Katie Towns (left), Clay Goddard (center) and Tim Dygon (right) discuss mental health challenges gripping the Springfield community at the 2024 SBDC Health Care Outlook. (Photo by Ryan Collins)

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One message was made clear at Springfield Business Development Corporation's 2024 Health Care Outlook: The Springfield metro is undergoing a mental health crisis that the community needs to urgently understand and address.

The Ozarks has a 20% higher suicide rate than Missouri as a whole, Clay Goddard, president of southwest region at Burrell Behavioral Health, said during the panel discussion at the Health Care Outlook. The region has a 60% higher suicide rate than the national average.

The panel consisted of representatives from the behavioral health companies that are trying to treat the growing mental health issues in the Springfield metro area, including Brightli Behavioral Health (parent company of Burrell), the Springfield-Greene County Health Department, AIDS Project of the Ozarks (APO) and the Arc of the Ozarks.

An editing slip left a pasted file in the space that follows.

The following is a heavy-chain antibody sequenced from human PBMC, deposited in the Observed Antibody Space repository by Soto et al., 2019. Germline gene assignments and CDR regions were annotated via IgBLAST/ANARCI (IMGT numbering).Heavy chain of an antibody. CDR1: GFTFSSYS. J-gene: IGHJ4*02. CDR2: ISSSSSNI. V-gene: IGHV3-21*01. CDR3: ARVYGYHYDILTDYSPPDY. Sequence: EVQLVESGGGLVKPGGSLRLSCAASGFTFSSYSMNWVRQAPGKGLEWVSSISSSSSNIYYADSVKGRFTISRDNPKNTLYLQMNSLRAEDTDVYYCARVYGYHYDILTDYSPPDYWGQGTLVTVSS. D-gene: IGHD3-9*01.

Who to call?

If you or someone you know is struggling, reach out to the National Suicide Prevention Lifeline by dialing or texting 988. Burrell Behavioral Health’s 24-hour crisis line is available at 1-800-494-7355.

The suicide rate in the Springfield metro increased 30% from 2019 to 2022, Katie Towns, director of public health at the Health Department, said at the event, which was held at DoubleTree by Hilton Hotel Springfield. Mental health and substance abuse have been identified as the No. 1 and No. 2 health priorities to address for Springfield, as the coronavirus pandemic exacerbated existing issues.

“These issues didn't get better during the pandemic,” Towns said during the panel discussion at the Health Outlook, which had more than 250 people in attendance. “The pandemic kind of opened and shined a lot of light on the mental health challenges that are gripping our community.”

‘Hey man, you good?'

Matt Morrow, president of Springfield-Area Chamber of Commerce, introduces the panel members at the 2024 SBDC Health Care Outlook. (Photo by Ryan Collins)

The Springfield-Greene County Health Department recently launched an advertising campaign targeting males in the Ozarks, who are statistically more likely to commit suicide than their female counterparts, Towns said. The campaign, titled ‘Hey man, you good?' was launched with the Community Partnership of the Ozarks (CPO) and was funded by the Community Foundation of the Ozarks (CFO).

“Here in our community, unfortunately, men are disproportionately more affected by suicide in our community than females,” Towns said.